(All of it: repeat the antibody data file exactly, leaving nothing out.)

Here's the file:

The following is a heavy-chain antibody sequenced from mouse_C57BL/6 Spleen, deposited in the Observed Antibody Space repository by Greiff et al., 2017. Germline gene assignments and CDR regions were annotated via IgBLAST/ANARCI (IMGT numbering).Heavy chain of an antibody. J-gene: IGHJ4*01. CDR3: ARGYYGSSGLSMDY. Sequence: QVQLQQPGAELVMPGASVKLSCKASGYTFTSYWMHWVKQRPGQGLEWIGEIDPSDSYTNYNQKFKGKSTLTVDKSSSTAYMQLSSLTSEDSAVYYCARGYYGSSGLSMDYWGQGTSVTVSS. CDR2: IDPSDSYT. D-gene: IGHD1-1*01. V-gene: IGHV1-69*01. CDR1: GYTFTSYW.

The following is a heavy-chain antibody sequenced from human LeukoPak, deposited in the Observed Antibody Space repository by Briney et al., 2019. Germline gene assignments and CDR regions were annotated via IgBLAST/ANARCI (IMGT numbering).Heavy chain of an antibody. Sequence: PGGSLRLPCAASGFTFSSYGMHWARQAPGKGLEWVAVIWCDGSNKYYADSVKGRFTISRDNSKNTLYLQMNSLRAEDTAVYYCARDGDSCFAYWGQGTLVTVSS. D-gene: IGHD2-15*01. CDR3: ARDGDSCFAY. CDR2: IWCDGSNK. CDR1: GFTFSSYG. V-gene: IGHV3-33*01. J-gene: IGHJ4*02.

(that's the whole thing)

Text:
The following is a heavy-chain antibody sequenced from mouse_C57BL/6 Spleen, deposited in the Observed Antibody Space repository by Greiff et al., 2017. Germline gene assignments and CDR regions were annotated via IgBLAST/ANARCI (IMGT numbering).Heavy chain of an antibody. J-gene: IGHJ4*01. CDR3: ARGYYGSSGLSMDY. Sequence: QVQLQQPGAELVMPGASVKLSCKASGYTFTSYWMHWVKQRPGQGLEWIGEIDPSDSYTNYNQKFKGKSTLTVDKSSSTAYMQLSSLTSEDSAVYYCARGYYGSSGLSMDYWGQGTSVTVSS. CDR2: IDPSDSYT. D-gene: IGHD1-1*01. V-gene: IGHV1-69*01. CDR1: GYTFTSYW.

The following is a heavy-chain antibody sequenced from human LeukoPak, deposited in the Observed Antibody Space repository by Briney et al., 2019. Germline gene assignments and CDR regions were annotated via IgBLAST/ANARCI (IMGT numbering).Heavy chain of an antibody. Sequence: PGGSLRLPCAASGFTFSSYGMHWARQAPGKGLEWVAVIWCDGSNKYYADSVKGRFTISRDNSKNTLYLQMNSLRAEDTAVYYCARDGDSCFAYWGQGTLVTVSS. D-gene: IGHD2-15*01. CDR3: ARDGDSCFAY. CDR2: IWCDGSNK. CDR1: GFTFSSYG. V-gene: IGHV3-33*01. J-gene: IGHJ4*02.